The chkconfig tool is used in RedHat-based systems (like CentOS) prior to RHEL version 7 to control what services are started by SysV startup scripts and at which runlevels.
It can be used to manage the /etc/rc.d/init.d directory hierarchy. It saves the system administrators from the task of manually updating the several symbolic links which are found in /etc/rc.d.
What Will We Talk About?
In this article, we will explore the chkconfig command in Linux and see some examples that demonstrate its usage. Let’s get started now.
What Will We Need?
For this tutorial, we assume that the reader is familiar with the runlevel concept in Linux. Also, we must have superuser privileges to run the certain commands.
Services Management in Red Hat Linux
Starting with RHEL 7, RHEL has moved from service and chkconfig to the new systemctl command.
With the releases earlier than RHEL 7, the service command was used to start or stop the services after RHEL was all set and operating. A service’s automatic start and stop runlevels were determined using the chkconfig command.
The service and chkconfig commands can still be used to start and stop the services. However, they are not fully compatible with the systemctl command which was introduced in RHEL 7.
Before systemd, the services were kept as scripts in the /etc/init.d directory and then attached to the right runlevel directories (/etc/rc3.d, /etc/rc5.d, etc.).
The /etc/rc.d/init.d/ directory is used to house the init scripts for the older versions of Red Hat Enterprise Linux that came bundled with SysV init or Upstart. The system administrator could manage the state of the services and daemons on their system with these init scripts which were generally created in Bash. As of RHEL 7, the service units have taken over the role of init scripts.
Let’s now turn to the chkconfig utility and see some of the use cases.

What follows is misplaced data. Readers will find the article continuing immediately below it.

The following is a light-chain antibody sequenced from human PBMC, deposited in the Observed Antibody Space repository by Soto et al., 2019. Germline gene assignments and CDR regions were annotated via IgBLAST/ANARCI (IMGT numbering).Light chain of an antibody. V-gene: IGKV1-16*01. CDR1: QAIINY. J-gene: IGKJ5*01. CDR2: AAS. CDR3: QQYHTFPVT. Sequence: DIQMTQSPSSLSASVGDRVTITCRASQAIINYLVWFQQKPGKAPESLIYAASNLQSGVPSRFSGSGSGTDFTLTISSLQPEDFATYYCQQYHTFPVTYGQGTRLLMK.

Use Cases of the Chkconfig Utility
1. We can use the chkconfig command to see the System V init scripts that are present on our system and the runlevels. They start at:
From the provided screenshot, we can see a tabular output which consists of the names of services with their corresponding runlevels, followed by the state (on or off) of the service for each of the seven runlevels.
2. We can append the previous command with the name of the service to see its current settings:
Let’s take the example of sshd service:
3. While logged in as root, we can enter the following command to enable a service in runlevels 2, 3, 4, and 5:
Let’s take the example of crond service and enable it for these four runlevels:
4. We can also specify the runlevels in which we want a service to be enabled by appending the appropriate numbers from 0 to 6 to the –level option:
For example, in runlevel 4,5, we can enable the crond service as follows:
5. Similar to previous example, we can also disable a service for the runlevels 2, 3, 4, and 5 as shown in the following:
Again, take the example of crond here:
Additionally, we can disable a service for a specific runlevel. For example, the crond service can be disabled as follows:
This disables the crond process on runlevels 4 and 5.
We covered the chkconfig command. Additionally, we can also use the /sbin/ntsysv utility which offers a text-based interface and may be more user-friendly than chkconfig’s command-line mode. Different distributions have different alternatives to the chkconfig command. For example, Ubuntu uses the update-rc.d command, Gentoo uses the rc-update command, and Suse Linux has the insserv command.